Loratadine competes with free histamine and exhibits specific, selective peripheral H_ antagonistic activity. This blocks the action of endogenous histamine, which subsequently leads to temporary relief of the negative symptoms (eg. nasal congestion, watery eyes) brought on by histamine. Loratadine has low affinity for cholinergic receptors and does not exhibit any appreciable alpha-adrenergic blocking activity in-vitro. Loratadine also appears to suppress the release of histamine and leukotrienes from animal mast cells, and the release of leukotrienes from human lung fragments, although the clinical importance of this is unknown.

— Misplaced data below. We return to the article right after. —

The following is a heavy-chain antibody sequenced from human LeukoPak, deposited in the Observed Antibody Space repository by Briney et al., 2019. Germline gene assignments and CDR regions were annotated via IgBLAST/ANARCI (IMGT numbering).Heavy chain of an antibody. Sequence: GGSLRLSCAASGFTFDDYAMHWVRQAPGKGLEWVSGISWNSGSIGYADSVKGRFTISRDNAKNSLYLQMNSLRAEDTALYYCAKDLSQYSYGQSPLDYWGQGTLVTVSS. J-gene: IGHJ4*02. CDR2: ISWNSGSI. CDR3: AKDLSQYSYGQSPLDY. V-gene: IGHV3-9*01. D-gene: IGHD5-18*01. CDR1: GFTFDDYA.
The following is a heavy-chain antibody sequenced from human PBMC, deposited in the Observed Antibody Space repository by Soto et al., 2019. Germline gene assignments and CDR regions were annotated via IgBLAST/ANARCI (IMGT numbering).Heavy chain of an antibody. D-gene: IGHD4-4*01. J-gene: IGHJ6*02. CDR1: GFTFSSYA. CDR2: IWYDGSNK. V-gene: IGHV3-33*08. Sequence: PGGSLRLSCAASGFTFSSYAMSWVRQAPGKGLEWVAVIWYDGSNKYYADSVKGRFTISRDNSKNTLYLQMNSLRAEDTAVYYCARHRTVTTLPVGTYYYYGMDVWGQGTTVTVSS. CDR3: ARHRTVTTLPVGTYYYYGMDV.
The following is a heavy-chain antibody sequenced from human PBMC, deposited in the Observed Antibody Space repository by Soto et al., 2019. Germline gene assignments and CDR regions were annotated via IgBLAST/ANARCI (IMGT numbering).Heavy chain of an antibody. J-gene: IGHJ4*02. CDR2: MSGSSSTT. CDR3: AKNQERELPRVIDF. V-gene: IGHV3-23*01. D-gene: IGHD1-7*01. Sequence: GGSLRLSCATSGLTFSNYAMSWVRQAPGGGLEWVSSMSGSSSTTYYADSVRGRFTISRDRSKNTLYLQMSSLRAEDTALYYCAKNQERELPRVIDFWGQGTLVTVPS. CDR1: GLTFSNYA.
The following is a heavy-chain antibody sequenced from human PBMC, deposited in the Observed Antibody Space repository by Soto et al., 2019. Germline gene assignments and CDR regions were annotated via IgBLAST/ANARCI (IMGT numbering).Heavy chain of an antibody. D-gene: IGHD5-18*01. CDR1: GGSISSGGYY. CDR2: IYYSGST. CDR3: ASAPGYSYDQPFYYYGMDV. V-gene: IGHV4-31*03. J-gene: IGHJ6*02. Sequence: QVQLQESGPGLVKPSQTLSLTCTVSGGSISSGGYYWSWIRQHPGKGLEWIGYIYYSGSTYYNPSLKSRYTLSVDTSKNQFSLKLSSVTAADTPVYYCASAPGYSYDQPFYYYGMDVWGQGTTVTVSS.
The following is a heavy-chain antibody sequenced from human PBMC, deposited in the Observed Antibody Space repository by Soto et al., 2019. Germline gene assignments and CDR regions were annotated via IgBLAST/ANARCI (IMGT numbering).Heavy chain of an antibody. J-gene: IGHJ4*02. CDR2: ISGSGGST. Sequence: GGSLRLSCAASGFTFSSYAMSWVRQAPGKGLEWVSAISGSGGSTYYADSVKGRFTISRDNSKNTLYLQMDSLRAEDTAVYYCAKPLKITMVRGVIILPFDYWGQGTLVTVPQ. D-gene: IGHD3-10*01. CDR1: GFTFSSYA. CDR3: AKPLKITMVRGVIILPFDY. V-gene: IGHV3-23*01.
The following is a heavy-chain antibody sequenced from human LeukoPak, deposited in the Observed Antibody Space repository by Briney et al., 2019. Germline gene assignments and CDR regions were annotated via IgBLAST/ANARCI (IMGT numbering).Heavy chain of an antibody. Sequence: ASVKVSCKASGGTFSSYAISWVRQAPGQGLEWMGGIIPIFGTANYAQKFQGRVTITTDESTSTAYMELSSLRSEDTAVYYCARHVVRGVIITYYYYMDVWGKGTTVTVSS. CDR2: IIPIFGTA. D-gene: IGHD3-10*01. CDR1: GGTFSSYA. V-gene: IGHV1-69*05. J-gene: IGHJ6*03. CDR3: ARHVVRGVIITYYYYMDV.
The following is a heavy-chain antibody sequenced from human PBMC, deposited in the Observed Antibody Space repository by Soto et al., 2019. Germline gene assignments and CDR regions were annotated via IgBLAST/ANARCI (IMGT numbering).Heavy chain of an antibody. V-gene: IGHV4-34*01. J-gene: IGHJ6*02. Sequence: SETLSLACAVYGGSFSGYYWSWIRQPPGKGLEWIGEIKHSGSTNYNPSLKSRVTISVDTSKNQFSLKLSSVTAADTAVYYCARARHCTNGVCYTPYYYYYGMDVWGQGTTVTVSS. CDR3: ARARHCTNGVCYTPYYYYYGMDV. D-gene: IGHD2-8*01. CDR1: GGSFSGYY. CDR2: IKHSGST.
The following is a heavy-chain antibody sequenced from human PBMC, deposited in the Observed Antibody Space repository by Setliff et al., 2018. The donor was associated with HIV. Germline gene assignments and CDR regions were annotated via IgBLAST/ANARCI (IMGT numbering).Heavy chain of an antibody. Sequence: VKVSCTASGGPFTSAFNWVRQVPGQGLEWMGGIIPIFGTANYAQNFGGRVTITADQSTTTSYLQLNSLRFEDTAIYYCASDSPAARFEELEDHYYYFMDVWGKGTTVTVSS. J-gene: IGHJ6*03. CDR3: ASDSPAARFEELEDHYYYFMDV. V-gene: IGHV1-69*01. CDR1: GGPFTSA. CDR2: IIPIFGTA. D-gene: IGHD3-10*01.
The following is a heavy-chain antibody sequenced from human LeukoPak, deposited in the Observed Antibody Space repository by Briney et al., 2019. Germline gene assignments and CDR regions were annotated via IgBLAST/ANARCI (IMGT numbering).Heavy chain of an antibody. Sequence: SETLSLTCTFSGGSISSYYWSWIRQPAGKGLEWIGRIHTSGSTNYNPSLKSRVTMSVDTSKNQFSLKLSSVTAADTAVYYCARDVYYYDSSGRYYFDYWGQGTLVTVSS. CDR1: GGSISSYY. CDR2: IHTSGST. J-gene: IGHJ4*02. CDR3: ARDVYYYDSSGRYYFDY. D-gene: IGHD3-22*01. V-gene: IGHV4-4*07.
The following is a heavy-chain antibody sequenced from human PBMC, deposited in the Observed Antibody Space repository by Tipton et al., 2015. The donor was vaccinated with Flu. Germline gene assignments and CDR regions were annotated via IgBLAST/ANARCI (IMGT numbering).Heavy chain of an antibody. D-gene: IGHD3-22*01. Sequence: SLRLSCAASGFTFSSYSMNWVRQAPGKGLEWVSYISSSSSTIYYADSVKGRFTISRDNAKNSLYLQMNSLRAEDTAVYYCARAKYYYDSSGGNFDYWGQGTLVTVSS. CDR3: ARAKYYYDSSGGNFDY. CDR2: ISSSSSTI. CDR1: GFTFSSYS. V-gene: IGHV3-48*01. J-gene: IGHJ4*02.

Loratadine is a long acting second generation antihistamine that is similar in structure to cyproheptadine and azatadine. The pharmacology of loratadine is similar to other antihistamines, but unlike other H1-blockers, loratidine is shown to exhibit competitive, specific, and selective antagonism of H1 receptors. The exact mechanism of this interaction is unknown, but disposition of the drug suggests that loratadine's prolonged antagonism of histamine may be due to the drug's slow dissociation from the receptor or the formation of the active metabolite, desloratadine. Loratadine does not penetrate the CNS effectively and has a low affinity for CNS H1-receptors.
somnolence, tachycardia, and headache LD50=mg/kg (orally in rat)